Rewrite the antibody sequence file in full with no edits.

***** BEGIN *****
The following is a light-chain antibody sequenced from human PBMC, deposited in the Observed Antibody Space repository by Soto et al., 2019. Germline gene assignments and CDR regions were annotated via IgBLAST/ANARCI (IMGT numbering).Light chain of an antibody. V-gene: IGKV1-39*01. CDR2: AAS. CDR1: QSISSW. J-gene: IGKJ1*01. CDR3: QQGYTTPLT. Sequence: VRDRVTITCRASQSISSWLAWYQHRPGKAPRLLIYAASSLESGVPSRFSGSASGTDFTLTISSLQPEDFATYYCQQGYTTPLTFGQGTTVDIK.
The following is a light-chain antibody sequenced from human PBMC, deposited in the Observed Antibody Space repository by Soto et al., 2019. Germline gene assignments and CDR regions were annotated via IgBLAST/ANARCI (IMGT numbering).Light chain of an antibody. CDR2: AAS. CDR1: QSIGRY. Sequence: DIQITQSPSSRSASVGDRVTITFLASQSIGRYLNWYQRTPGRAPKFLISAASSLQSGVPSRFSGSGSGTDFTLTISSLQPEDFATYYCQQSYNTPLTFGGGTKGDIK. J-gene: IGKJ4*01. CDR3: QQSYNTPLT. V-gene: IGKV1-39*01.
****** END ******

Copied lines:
The following is a light-chain antibody sequenced from human PBMC, deposited in the Observed Antibody Space repository by Soto et al., 2019. Germline gene assignments and CDR regions were annotated via IgBLAST/ANARCI (IMGT numbering).Light chain of an antibody. V-gene: IGKV1-39*01. CDR2: AAS. CDR1: QSISSW. J-gene: IGKJ1*01. CDR3: QQGYTTPLT. Sequence: VRDRVTITCRASQSISSWLAWYQHRPGKAPRLLIYAASSLESGVPSRFSGSASGTDFTLTISSLQPEDFATYYCQQGYTTPLTFGQGTTVDIK.
The following is a light-chain antibody sequenced from human PBMC, deposited in the Observed Antibody Space repository by Soto et al., 2019. Germline gene assignments and CDR regions were annotated via IgBLAST/ANARCI (IMGT numbering).Light chain of an antibody. CDR2: AAS. CDR1: QSIGRY. Sequence: DIQITQSPSSRSASVGDRVTITFLASQSIGRYLNWYQRTPGRAPKFLISAASSLQSGVPSRFSGSGSGTDFTLTISSLQPEDFATYYCQQSYNTPLTFGGGTKGDIK. J-gene: IGKJ4*01. CDR3: QQSYNTPLT. V-gene: IGKV1-39*01.